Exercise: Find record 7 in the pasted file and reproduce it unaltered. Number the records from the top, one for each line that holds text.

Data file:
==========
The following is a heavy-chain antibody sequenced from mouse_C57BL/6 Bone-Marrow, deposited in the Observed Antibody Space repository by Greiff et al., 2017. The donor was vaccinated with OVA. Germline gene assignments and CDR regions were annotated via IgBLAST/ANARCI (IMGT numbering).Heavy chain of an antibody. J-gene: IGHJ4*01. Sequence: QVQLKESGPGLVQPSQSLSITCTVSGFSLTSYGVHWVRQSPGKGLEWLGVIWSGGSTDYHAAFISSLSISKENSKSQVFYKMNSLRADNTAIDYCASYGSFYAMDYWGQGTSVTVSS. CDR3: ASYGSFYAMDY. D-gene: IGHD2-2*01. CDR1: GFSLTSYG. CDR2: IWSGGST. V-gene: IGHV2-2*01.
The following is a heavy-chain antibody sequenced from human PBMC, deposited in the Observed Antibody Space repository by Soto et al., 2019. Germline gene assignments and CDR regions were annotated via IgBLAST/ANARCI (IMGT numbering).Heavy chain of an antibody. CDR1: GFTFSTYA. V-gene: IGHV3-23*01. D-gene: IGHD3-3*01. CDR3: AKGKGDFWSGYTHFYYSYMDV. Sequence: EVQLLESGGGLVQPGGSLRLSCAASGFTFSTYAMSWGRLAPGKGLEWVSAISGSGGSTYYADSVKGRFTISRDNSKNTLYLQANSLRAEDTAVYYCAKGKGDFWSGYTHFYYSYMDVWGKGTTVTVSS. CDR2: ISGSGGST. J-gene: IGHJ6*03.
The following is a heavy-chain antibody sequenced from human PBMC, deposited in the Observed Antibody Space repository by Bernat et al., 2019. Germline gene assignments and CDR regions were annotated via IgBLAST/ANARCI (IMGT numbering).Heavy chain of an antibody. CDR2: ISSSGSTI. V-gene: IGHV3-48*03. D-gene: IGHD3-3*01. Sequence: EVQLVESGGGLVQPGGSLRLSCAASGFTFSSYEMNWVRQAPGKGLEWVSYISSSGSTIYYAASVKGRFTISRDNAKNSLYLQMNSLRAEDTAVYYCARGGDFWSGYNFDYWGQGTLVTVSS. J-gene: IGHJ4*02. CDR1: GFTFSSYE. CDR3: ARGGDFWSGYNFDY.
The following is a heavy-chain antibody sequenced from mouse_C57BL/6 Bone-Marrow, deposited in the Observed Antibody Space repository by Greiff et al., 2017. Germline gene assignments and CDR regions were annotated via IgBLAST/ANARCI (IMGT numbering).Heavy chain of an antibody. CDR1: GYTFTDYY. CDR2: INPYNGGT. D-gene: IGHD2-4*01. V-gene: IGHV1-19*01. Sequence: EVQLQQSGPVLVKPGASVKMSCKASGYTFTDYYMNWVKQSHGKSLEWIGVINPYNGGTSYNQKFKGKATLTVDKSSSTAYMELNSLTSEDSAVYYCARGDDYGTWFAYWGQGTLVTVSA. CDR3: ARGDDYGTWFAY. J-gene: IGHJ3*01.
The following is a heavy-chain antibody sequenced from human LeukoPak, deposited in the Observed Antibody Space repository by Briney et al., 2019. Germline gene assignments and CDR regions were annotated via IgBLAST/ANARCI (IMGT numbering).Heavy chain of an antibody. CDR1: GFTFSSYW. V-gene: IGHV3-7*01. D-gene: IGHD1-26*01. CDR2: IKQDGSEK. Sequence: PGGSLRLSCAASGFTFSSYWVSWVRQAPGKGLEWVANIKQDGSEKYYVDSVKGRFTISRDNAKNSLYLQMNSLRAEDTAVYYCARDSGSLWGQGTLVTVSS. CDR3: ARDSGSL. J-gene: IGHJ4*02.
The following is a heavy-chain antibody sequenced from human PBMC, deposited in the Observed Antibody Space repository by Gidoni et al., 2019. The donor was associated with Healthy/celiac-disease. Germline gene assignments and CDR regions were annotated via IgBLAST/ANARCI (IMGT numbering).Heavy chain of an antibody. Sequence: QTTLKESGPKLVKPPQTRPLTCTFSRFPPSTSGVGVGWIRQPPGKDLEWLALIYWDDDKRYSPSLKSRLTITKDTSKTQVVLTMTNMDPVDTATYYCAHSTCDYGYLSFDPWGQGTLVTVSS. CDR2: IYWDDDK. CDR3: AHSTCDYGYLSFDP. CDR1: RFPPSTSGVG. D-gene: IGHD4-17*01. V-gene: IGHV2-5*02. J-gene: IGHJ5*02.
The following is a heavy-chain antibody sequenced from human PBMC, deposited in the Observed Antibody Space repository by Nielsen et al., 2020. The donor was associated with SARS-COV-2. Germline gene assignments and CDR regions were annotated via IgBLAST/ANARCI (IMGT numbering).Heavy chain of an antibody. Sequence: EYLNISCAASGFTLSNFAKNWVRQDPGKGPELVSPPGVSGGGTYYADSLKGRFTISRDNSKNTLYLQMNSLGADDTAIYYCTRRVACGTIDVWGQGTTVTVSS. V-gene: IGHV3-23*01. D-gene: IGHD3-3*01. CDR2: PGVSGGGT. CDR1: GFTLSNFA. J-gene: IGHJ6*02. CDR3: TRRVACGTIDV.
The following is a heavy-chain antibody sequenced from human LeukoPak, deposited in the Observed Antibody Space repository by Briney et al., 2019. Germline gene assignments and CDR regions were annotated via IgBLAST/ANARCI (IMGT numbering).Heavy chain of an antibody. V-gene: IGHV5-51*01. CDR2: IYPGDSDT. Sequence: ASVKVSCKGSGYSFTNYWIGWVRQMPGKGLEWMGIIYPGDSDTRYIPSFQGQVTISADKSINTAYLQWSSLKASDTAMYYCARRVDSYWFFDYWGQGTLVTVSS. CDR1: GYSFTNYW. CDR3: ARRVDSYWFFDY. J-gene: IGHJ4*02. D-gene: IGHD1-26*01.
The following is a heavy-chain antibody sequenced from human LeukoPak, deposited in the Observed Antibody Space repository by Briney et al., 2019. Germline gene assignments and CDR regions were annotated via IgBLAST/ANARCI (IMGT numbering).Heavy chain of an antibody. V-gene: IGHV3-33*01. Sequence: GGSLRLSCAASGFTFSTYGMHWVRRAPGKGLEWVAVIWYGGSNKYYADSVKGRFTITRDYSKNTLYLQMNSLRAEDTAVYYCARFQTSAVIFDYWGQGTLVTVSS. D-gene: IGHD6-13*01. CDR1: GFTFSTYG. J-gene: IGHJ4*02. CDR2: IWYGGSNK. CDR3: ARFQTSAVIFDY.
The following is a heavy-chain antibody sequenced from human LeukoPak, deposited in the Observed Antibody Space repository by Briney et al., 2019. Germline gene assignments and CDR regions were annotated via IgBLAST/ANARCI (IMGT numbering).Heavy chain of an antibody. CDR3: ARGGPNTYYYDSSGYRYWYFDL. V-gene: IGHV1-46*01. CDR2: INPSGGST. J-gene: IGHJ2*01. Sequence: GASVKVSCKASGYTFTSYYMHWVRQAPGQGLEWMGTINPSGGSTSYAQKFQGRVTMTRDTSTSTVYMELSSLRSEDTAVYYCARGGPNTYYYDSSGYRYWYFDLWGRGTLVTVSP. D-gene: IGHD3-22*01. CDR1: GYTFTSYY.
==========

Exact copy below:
The following is a heavy-chain antibody sequenced from human PBMC, deposited in the Observed Antibody Space repository by Nielsen et al., 2020. The donor was associated with SARS-COV-2. Germline gene assignments and CDR regions were annotated via IgBLAST/ANARCI (IMGT numbering).Heavy chain of an antibody. Sequence: EYLNISCAASGFTLSNFAKNWVRQDPGKGPELVSPPGVSGGGTYYADSLKGRFTISRDNSKNTLYLQMNSLGADDTAIYYCTRRVACGTIDVWGQGTTVTVSS. V-gene: IGHV3-23*01. D-gene: IGHD3-3*01. CDR2: PGVSGGGT. CDR1: GFTLSNFA. J-gene: IGHJ6*02. CDR3: TRRVACGTIDV.